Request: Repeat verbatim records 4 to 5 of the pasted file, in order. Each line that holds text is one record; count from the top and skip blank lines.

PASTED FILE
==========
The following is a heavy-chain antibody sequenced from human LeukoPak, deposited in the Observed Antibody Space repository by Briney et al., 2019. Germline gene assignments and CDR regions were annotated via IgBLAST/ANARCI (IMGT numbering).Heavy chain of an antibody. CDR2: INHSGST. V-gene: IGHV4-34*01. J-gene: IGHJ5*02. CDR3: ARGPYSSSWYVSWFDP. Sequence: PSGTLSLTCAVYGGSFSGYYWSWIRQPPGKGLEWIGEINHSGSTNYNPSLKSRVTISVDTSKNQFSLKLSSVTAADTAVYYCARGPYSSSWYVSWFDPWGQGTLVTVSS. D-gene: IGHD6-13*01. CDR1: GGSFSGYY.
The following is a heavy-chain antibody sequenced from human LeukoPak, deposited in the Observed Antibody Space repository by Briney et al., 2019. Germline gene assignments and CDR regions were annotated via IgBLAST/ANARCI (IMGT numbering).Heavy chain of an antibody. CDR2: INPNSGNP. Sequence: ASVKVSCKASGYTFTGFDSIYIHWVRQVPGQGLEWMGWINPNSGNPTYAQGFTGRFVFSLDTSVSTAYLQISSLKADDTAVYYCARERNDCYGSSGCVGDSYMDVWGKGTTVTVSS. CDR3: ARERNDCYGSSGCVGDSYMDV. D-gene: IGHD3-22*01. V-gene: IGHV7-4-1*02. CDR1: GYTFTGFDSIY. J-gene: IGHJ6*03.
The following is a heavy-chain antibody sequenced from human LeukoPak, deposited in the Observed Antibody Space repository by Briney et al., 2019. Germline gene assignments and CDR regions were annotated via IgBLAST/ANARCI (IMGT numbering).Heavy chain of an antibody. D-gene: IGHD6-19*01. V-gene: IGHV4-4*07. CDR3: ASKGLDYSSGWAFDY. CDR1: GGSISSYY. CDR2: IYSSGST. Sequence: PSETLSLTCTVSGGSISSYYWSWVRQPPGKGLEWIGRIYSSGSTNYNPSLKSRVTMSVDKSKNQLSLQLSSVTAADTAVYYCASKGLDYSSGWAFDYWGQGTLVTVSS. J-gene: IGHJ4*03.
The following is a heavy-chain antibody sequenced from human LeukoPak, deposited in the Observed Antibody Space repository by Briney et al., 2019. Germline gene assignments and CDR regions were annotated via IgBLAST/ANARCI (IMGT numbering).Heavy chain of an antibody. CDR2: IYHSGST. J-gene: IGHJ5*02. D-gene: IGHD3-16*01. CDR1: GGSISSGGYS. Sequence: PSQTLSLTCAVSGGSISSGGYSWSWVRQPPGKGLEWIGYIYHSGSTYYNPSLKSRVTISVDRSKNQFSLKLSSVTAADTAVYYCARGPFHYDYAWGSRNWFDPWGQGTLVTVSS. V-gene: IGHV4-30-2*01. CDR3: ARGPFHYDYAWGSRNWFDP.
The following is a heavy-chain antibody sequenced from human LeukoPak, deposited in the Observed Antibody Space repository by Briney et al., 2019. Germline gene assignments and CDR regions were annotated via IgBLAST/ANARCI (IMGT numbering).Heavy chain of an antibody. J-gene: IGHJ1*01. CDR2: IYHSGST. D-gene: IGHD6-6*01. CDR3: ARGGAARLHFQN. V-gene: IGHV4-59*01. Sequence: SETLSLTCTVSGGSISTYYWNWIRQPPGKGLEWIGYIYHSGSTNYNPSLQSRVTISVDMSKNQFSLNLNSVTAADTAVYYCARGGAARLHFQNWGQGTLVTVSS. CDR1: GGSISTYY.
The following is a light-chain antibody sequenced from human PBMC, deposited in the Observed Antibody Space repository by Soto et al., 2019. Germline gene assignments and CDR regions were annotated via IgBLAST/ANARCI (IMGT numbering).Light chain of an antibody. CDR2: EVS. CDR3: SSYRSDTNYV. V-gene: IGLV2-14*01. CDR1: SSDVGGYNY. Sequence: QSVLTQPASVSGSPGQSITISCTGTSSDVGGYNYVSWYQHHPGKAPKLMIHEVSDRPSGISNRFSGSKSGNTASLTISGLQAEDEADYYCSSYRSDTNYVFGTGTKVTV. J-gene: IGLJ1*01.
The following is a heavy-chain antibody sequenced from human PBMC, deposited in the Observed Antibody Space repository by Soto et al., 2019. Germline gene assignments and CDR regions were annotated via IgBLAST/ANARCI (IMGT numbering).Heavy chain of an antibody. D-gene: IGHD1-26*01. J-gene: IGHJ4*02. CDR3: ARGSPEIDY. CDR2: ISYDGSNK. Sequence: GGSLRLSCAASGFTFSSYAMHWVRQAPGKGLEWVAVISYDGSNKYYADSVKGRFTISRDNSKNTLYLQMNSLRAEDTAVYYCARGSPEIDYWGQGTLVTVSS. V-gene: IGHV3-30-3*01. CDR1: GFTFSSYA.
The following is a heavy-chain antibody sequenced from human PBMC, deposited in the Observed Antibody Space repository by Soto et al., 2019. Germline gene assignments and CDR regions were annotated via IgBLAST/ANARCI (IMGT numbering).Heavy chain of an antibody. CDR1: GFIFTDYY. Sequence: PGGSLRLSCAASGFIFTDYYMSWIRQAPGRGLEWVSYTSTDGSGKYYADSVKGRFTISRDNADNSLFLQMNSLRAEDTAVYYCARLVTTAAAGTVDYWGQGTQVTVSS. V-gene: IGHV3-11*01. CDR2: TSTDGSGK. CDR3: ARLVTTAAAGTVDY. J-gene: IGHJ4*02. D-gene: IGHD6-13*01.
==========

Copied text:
The following is a heavy-chain antibody sequenced from human LeukoPak, deposited in the Observed Antibody Space repository by Briney et al., 2019. Germline gene assignments and CDR regions were annotated via IgBLAST/ANARCI (IMGT numbering).Heavy chain of an antibody. CDR2: IYHSGST. J-gene: IGHJ5*02. D-gene: IGHD3-16*01. CDR1: GGSISSGGYS. Sequence: PSQTLSLTCAVSGGSISSGGYSWSWVRQPPGKGLEWIGYIYHSGSTYYNPSLKSRVTISVDRSKNQFSLKLSSVTAADTAVYYCARGPFHYDYAWGSRNWFDPWGQGTLVTVSS. V-gene: IGHV4-30-2*01. CDR3: ARGPFHYDYAWGSRNWFDP.
The following is a heavy-chain antibody sequenced from human LeukoPak, deposited in the Observed Antibody Space repository by Briney et al., 2019. Germline gene assignments and CDR regions were annotated via IgBLAST/ANARCI (IMGT numbering).Heavy chain of an antibody. J-gene: IGHJ1*01. CDR2: IYHSGST. D-gene: IGHD6-6*01. CDR3: ARGGAARLHFQN. V-gene: IGHV4-59*01. Sequence: SETLSLTCTVSGGSISTYYWNWIRQPPGKGLEWIGYIYHSGSTNYNPSLQSRVTISVDMSKNQFSLNLNSVTAADTAVYYCARGGAARLHFQNWGQGTLVTVSS. CDR1: GGSISTYY.